A Guide to Open Source Management

Open-source software is here to stay and will continue to grow in use. A recent survey conducted by Red Hat found that most IT leaders (68%) have increased their use of open source, and 59% plan on continuing this trend over the next year. Increased use of open-source software leads to a greater need for open source management.


What is Open Source Management?

An open-source management program is an organizational structure a business erects around all parts of open-source software. These programs include processes based on strategy around software selection, its approval and use, its distribution, and any necessary audits, inventories, training, employee engagement programs, and communication with the public.

Successful open source management starts with a basic, five-point strategy. This strategy represents the five fundamental goals of open source management.

  1. Always know where your open-source code is in your environment.
  2. Always be compliant with your open source license.
  3. Never use your developers to track open source software manually; it’s a waste of time.
  4. Always be prepared to react rapidly to discovered security vulnerabilities in open source components.
  5. Always align your organization’s standards with the code quality of open source libraries.

If your organization’s active strategies align with these goals, you’ll be one step closer to successful open source management.

Here are four best practices for open source management.

  1. Use automation as much as possible.
  2. Use real-time tracking and auditing.
  3. Integrate your open-source management with the SDLC.
  4. Encourage team collaboration.

Specifically, automating the discovery and capture of open source software is far more efficient than manual tracking. Automatically tracking your dependencies is a far more reliable solution. Real-time tracking and auditing allow you to check new code for compliance and security vulnerabilities automatically. Finally, different teams, like legal and IT security, need to collaborate to make sure software is being used within its license.


Challenges in Open Source Management

While open source has brought many gifts, organization’s utilizing open source software face several challenges. Here are some of the open-source software challenges faced by organizations today.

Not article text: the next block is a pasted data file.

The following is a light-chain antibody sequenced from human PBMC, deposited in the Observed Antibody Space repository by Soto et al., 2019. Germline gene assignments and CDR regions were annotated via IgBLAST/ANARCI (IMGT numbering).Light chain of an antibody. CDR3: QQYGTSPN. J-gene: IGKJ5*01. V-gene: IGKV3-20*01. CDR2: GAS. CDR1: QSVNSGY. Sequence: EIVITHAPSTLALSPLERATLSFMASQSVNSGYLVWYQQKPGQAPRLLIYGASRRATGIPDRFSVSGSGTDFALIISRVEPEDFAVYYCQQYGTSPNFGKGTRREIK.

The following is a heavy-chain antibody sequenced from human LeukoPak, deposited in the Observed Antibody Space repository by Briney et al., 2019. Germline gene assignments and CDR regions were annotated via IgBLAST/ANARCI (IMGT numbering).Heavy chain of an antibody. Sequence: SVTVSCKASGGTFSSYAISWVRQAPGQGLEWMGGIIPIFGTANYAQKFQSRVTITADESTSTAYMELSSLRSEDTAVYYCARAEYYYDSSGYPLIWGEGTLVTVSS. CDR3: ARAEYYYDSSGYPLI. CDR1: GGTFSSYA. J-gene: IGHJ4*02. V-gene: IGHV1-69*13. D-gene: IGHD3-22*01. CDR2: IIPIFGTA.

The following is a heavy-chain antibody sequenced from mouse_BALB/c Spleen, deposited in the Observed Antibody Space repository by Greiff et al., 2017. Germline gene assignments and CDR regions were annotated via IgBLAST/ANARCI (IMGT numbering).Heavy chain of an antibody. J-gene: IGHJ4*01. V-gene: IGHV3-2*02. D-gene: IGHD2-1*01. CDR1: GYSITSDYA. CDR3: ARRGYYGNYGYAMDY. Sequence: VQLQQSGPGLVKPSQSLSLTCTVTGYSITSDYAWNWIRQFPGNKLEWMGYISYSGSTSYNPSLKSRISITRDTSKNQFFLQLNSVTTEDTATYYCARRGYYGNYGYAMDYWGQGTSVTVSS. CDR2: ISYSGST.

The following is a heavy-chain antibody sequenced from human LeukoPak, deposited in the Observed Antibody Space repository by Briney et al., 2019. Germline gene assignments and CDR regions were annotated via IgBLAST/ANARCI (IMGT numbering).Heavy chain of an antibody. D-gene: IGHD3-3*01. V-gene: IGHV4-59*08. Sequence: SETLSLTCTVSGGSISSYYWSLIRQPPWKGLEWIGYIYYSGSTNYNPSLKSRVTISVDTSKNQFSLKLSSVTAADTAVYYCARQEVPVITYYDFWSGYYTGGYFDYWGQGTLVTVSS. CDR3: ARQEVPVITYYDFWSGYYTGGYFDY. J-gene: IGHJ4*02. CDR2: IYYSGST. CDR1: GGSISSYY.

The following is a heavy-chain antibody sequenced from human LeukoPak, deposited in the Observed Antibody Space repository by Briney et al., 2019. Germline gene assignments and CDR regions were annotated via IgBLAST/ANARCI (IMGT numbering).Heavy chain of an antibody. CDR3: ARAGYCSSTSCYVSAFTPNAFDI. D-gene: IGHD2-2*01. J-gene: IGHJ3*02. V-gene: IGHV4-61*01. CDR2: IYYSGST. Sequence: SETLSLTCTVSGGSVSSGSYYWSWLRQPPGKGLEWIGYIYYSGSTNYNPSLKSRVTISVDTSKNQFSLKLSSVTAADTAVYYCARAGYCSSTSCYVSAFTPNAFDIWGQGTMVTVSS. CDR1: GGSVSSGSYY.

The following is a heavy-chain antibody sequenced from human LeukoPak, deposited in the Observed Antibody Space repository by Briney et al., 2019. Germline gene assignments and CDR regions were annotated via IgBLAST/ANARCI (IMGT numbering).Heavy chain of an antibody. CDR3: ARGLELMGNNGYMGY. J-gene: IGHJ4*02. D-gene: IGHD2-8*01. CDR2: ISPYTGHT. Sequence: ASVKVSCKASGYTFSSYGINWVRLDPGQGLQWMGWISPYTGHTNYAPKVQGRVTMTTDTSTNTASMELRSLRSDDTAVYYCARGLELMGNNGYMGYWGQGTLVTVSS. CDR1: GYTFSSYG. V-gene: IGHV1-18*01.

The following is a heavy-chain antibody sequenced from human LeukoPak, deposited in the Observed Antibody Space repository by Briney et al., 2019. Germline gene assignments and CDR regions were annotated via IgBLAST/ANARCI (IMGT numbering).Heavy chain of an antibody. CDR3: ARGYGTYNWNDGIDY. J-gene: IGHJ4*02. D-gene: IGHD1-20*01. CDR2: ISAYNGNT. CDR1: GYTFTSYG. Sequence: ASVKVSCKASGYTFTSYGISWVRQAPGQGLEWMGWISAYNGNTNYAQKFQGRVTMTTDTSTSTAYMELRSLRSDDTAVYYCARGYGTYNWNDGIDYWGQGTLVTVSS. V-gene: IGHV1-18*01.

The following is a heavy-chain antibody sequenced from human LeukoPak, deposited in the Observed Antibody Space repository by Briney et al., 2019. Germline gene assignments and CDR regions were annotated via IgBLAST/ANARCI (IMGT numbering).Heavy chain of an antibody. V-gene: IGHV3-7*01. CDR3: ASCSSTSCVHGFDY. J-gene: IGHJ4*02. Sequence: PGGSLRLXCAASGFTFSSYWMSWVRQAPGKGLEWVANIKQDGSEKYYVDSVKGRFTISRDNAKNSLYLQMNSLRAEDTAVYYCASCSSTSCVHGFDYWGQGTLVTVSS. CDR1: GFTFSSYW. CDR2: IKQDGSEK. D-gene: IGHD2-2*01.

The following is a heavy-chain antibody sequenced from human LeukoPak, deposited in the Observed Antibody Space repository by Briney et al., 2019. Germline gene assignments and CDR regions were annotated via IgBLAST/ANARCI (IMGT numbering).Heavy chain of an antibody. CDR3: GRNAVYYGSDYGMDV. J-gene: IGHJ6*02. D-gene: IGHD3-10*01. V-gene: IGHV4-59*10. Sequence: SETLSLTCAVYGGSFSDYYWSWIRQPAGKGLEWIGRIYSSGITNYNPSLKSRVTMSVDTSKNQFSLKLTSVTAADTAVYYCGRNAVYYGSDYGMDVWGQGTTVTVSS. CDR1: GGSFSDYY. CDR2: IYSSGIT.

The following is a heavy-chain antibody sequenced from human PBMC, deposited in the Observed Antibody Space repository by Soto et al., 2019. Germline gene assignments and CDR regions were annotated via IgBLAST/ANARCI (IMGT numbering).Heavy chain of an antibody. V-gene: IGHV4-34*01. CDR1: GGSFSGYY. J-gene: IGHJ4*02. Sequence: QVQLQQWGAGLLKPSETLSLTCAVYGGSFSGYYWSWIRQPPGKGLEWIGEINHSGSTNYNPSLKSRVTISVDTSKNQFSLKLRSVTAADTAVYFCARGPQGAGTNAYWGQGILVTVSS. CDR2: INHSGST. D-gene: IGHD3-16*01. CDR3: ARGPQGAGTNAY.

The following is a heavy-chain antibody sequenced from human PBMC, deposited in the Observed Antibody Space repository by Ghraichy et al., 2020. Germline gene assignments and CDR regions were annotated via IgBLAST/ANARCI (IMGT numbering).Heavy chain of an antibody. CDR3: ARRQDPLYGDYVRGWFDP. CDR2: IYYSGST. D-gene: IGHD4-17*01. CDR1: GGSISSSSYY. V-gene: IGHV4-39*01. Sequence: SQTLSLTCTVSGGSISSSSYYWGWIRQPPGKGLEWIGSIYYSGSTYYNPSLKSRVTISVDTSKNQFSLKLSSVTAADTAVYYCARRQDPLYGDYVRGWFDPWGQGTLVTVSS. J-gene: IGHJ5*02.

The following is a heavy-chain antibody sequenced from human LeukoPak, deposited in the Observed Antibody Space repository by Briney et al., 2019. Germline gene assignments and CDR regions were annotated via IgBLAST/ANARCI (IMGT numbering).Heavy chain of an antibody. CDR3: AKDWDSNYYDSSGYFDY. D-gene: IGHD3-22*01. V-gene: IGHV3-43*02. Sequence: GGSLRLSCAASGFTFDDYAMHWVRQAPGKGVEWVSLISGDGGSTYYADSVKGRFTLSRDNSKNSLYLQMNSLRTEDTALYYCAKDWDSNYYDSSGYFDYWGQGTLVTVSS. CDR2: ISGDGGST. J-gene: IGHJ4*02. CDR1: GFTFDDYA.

1. License compliance

This is the largest area of concern for organizations since non-compliance creates threats to organizations financially and their reputation.

2. Security vulnerabilities

Identifying security vulnerabilities is often tricky, primarily if open source software is being used within a broader application. Fixing them once identified is an enormous task.

3. Code quality

It can be easy for organizations to let their code quality slip while using open-source software. It’s imperative that code is well-maintained and that quality remains the same.

4. Scale

Tracking the use of open-source software will likely become a challenge since manual tracking takes a great deal of time and effort. This is primarily a concern for larger organizations.

5. Scheduling

Using open-source software can lead to delays in scheduling when it comes to the SDLC. Open-source software has its own development and delivery schedule, which can conflict with project schedules.

6. Programming language diversity

If your organization’s open-source software is written in a coding language that your IT isn’t familiar with, this can create problems. It’s far more difficult to identify security risks and stay compliant if your team isn’t familiar with the programming language(s) being used.


Solutions and Tools for Open Source Management

Here are some solutions and tools for creating open-source management.

1. Teams

One solution for creating open-source management is to create a cross-disciplinary compliance team. Often two teams are used to achieve the same goal: a core team and an extended team. The core team is often called the Open Source Review Board (OSRB), which comprises members of the engineering team, product team, and legal team. One member of this team is the Compliance Officer.

The extended team comprises people from across many departments and adds to the core team’s efforts. This team is not working full time on compliance, only offering assistance as needed based on requests from the core team.

2. Tools

Here are some tools that are useful when creating an open-source management program.

  1. Compliance project management tool.

  2. Software inventory tool.

  3. Source code and license identification tool.

  4. Linkage analysis tool.

  5. Source code peer review tool.

  6. Bill of Material (BOM) difference tool.

Open Source Management with Encora

Does your organization need assistance in developing an open-source management program? Perhaps there is an existing open source management program that needs some editing. Wherever your organization is on its open-source management journey, our team of software engineers is here to help. Every Encora engineer is thoroughly trained and certified in open-source management, and  are experts in its best practices. This allows them to create dynamic and successful programs for organizations like yours. We can help you develop the teams and tools you need to ensure your organization’s open-source software use is safe, effective, and compliant. Reach out to us today to get started!

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